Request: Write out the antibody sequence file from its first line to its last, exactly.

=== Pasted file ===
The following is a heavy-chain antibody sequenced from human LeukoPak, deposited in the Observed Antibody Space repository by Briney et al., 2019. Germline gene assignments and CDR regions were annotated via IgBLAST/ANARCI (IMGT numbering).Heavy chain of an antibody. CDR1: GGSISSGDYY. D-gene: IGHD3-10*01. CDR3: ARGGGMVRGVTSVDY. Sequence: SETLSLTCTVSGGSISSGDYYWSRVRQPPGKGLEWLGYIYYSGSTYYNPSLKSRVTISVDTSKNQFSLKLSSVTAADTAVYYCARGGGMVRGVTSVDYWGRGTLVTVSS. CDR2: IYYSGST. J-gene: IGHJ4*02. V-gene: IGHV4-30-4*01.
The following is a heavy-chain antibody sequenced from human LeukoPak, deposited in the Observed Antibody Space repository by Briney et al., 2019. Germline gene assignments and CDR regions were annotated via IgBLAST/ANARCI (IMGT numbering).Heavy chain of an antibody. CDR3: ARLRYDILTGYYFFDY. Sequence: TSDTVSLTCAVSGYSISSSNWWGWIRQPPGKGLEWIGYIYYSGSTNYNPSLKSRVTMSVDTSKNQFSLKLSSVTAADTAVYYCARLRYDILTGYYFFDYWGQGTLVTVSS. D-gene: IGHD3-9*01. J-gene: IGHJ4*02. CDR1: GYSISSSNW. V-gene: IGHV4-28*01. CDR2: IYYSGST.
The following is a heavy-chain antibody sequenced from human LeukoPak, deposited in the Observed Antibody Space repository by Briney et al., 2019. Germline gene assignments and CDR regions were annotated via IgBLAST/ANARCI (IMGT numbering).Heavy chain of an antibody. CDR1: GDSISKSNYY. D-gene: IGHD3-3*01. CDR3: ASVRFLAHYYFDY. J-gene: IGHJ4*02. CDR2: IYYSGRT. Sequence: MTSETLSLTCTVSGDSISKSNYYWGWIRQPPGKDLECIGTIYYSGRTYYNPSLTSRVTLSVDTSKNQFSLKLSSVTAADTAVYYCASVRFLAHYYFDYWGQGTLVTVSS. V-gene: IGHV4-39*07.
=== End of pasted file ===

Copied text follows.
The following is a heavy-chain antibody sequenced from human LeukoPak, deposited in the Observed Antibody Space repository by Briney et al., 2019. Germline gene assignments and CDR regions were annotated via IgBLAST/ANARCI (IMGT numbering).Heavy chain of an antibody. CDR1: GGSISSGDYY. D-gene: IGHD3-10*01. CDR3: ARGGGMVRGVTSVDY. Sequence: SETLSLTCTVSGGSISSGDYYWSRVRQPPGKGLEWLGYIYYSGSTYYNPSLKSRVTISVDTSKNQFSLKLSSVTAADTAVYYCARGGGMVRGVTSVDYWGRGTLVTVSS. CDR2: IYYSGST. J-gene: IGHJ4*02. V-gene: IGHV4-30-4*01.
The following is a heavy-chain antibody sequenced from human LeukoPak, deposited in the Observed Antibody Space repository by Briney et al., 2019. Germline gene assignments and CDR regions were annotated via IgBLAST/ANARCI (IMGT numbering).Heavy chain of an antibody. CDR3: ARLRYDILTGYYFFDY. Sequence: TSDTVSLTCAVSGYSISSSNWWGWIRQPPGKGLEWIGYIYYSGSTNYNPSLKSRVTMSVDTSKNQFSLKLSSVTAADTAVYYCARLRYDILTGYYFFDYWGQGTLVTVSS. D-gene: IGHD3-9*01. J-gene: IGHJ4*02. CDR1: GYSISSSNW. V-gene: IGHV4-28*01. CDR2: IYYSGST.
The following is a heavy-chain antibody sequenced from human LeukoPak, deposited in the Observed Antibody Space repository by Briney et al., 2019. Germline gene assignments and CDR regions were annotated via IgBLAST/ANARCI (IMGT numbering).Heavy chain of an antibody. CDR1: GDSISKSNYY. D-gene: IGHD3-3*01. CDR3: ASVRFLAHYYFDY. J-gene: IGHJ4*02. CDR2: IYYSGRT. Sequence: MTSETLSLTCTVSGDSISKSNYYWGWIRQPPGKDLECIGTIYYSGRTYYNPSLTSRVTLSVDTSKNQFSLKLSSVTAADTAVYYCASVRFLAHYYFDYWGQGTLVTVSS. V-gene: IGHV4-39*07.